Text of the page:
The Dutch Ministry of Foreign Affairs has awarded a EUR 14 million grant to the not-for-profit medical research organization Drugs for Neglected Diseases initiative (DNDi) for five years (2022-2027). The funding will support DNDi’s objective to deliver 8 to 10 new treatments for poverty-related diseases, in particular illnesses that disproportionately impact and disadvantage women of childbearing age.
These diseases include sleeping sickness, leishmaniasis, Chagas disease, dengue, advanced HIV disease, and mycetoma.
The renewed partnership builds on a successful history of collaboration with the Ministry of Foreign Affairs of the Netherlands, a key donor to DNDi since 2006. With long-term Dutch support, DNDi has developed and ensured access to 12 new treatments for neglected patients, strengthened health systems and research capacity in resource-constrained settings, and advocated for innovation and access to life-saving treatments.
Dutch funding supports a range of activities within DNDi’s neglected tropical diseases (NTDs) and poverty-related diseases portfolio, furthering DNDi’s ability to respond with agility to the most urgent needs.
NTDs disproportionately affect women. They can cause scars, disfigurement, and disabilities that result in social stigma, as well as social exclusion and mental depression. In addition, the burden of care for people living with NTDs is generally placed on women.
Efforts to tackle NTDs therefore contribute towards addressing enduring gender inequalities. Access to new NTD drugs not only strengthens health systems, but also helps to support poverty reduction, reduce health and gender inequalities, and build more resilient communities.
Although women are disproportionately affected by infectious diseases, their specific medical needs are widely overlooked in traditional biomedical research and development (R&D). DNDi is working to upend this persistent and harmful status quo. One of the five cross-cutting commitments of DNDi’s 2021-2028 Strategic Plan is to contribute to building a proactive agenda for maternal and child health, and gender-responsive R&D.
‘Clinical research practice has been slow to address the significant variables contributing to differences in health outcomes between women and men. It has been even slower to understand the many gender dimensions resulting in neglect and broader issues of social identity and power – including class, geography, ethnicity/race, religion, age, sexual orientation, and (dis)ability. Yet, it is effectively the intersection of these factors that defines the geography of neglect,’ said Joelle Tanguy, Director of External Affairs at DNDi.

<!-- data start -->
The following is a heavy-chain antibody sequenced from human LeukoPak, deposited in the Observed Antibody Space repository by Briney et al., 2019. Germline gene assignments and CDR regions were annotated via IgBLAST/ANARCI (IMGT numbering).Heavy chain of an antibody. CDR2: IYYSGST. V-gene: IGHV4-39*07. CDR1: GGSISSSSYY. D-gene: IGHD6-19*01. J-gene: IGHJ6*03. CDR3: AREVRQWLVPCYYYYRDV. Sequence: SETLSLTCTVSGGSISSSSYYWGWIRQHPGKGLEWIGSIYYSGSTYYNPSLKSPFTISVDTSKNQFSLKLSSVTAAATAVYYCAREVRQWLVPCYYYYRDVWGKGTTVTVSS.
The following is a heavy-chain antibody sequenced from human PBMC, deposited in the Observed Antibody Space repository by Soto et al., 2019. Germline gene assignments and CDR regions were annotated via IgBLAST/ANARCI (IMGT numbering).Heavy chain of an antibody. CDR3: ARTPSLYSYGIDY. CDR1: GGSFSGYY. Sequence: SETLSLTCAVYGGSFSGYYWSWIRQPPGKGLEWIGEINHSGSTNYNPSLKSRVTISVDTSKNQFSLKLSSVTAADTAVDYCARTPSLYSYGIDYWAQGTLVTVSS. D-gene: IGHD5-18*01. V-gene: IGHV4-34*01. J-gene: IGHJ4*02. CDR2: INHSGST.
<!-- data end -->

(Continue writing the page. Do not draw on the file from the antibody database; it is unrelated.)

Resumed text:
The support from the Netherlands comes as the country recently affirmed its support to product development partnerships (PDPs) in its 2023-2030 Dutch Global Health Strategy as effective mechanisms to build responsive and resilient health systems. PDPs such as DNDi and its global network of R&D partners exemplify the Dutch goal of facilitating development cooperation to accelerate development and availability, accessibility, and affordability of health tools, while stimulating local production of health products.
‘The Dutch support to DNDi aims to stimulate innovation that contributes to improving the lives of women and girls in developing countries by the development and better access to new medicines, vaccines or therapies against diseases that affect many, but do not get enough attention. In this way, we really hope to improve health equity’, said Sarah Spronk, Coordinator for innovation in health at the Dutch Ministry of Foreign Affairs.
The grant will support the development of new treatments and help avert delays in the delivery of critical health tools for patients in need. It will support not only R&D but also access activities, enabling DNDi to seek and maintain a network of partners including in low- and middle-income countries (LMICs), strengthen capacity for discovery and clinical research in LMICs, and advocate for a global system for biomedical R&D that ensures all people have access to the fruits of medical innovation.
About the Dutch Ministry of Foreign Affairs
The Ministry of Foreign Affairs (BZ) makes the Kingdom of the Netherlands safer and more prosperous and works to create a just and sustainable world. We do all this together with our partners at home and abroad. Working for the Netherlands, worldwide. government.nl
The Drugs for Neglected Diseases initiative (DNDi) is a not-for-profit medical research organization that discovers, develops, and delivers safe, effective, and affordable treatments for neglected people. DNDi is developing medicines for sleeping sickness, leishmaniasis, Chagas disease, river blindness, mycetoma, dengue, paediatric HIV, advanced HIV disease, cryptococcal meningitis, and hepatitis C. Its research priorities include children’s health, gender equity and gender-responsive R&D, and diseases impacted by climate change. Since its creation in 2003, DNDi has joined with public and private partners across the globe to deliver twelve new treatments, saving millions of lives. dndi.org
Photo credit: Mayank Agrawal-DNDi